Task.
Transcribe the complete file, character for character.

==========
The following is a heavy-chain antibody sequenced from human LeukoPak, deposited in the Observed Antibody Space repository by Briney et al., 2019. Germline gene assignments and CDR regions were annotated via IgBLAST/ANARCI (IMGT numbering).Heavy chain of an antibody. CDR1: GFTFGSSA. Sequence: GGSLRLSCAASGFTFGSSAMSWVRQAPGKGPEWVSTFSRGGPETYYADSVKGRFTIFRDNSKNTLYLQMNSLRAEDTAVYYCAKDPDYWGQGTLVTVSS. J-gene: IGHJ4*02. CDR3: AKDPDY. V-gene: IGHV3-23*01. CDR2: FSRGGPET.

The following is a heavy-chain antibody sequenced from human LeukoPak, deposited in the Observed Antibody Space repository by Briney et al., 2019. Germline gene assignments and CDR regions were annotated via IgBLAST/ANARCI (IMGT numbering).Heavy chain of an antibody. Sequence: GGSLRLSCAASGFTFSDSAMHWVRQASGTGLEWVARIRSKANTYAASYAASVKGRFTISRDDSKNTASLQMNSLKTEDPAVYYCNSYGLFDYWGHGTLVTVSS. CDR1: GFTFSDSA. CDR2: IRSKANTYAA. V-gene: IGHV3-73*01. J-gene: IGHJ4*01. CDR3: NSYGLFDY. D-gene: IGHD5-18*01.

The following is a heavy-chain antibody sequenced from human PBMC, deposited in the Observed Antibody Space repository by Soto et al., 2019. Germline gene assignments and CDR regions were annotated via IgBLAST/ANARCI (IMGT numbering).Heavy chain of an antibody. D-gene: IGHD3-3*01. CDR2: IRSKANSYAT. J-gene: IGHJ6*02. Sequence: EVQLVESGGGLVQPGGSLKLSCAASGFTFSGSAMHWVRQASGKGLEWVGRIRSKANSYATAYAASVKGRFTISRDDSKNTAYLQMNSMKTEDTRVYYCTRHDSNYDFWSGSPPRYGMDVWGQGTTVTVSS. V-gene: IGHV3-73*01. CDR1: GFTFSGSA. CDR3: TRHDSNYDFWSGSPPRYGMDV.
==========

The following is a heavy-chain antibody sequenced from human LeukoPak, deposited in the Observed Antibody Space repository by Briney et al., 2019. Germline gene assignments and CDR regions were annotated via IgBLAST/ANARCI (IMGT numbering).Heavy chain of an antibody. CDR1: GFTFGSSA. Sequence: GGSLRLSCAASGFTFGSSAMSWVRQAPGKGPEWVSTFSRGGPETYYADSVKGRFTIFRDNSKNTLYLQMNSLRAEDTAVYYCAKDPDYWGQGTLVTVSS. J-gene: IGHJ4*02. CDR3: AKDPDY. V-gene: IGHV3-23*01. CDR2: FSRGGPET.

The following is a heavy-chain antibody sequenced from human LeukoPak, deposited in the Observed Antibody Space repository by Briney et al., 2019. Germline gene assignments and CDR regions were annotated via IgBLAST/ANARCI (IMGT numbering).Heavy chain of an antibody. Sequence: GGSLRLSCAASGFTFSDSAMHWVRQASGTGLEWVARIRSKANTYAASYAASVKGRFTISRDDSKNTASLQMNSLKTEDPAVYYCNSYGLFDYWGHGTLVTVSS. CDR1: GFTFSDSA. CDR2: IRSKANTYAA. V-gene: IGHV3-73*01. J-gene: IGHJ4*01. CDR3: NSYGLFDY. D-gene: IGHD5-18*01.

The following is a heavy-chain antibody sequenced from human PBMC, deposited in the Observed Antibody Space repository by Soto et al., 2019. Germline gene assignments and CDR regions were annotated via IgBLAST/ANARCI (IMGT numbering).Heavy chain of an antibody. D-gene: IGHD3-3*01. CDR2: IRSKANSYAT. J-gene: IGHJ6*02. Sequence: EVQLVESGGGLVQPGGSLKLSCAASGFTFSGSAMHWVRQASGKGLEWVGRIRSKANSYATAYAASVKGRFTISRDDSKNTAYLQMNSMKTEDTRVYYCTRHDSNYDFWSGSPPRYGMDVWGQGTTVTVSS. V-gene: IGHV3-73*01. CDR1: GFTFSGSA. CDR3: TRHDSNYDFWSGSPPRYGMDV.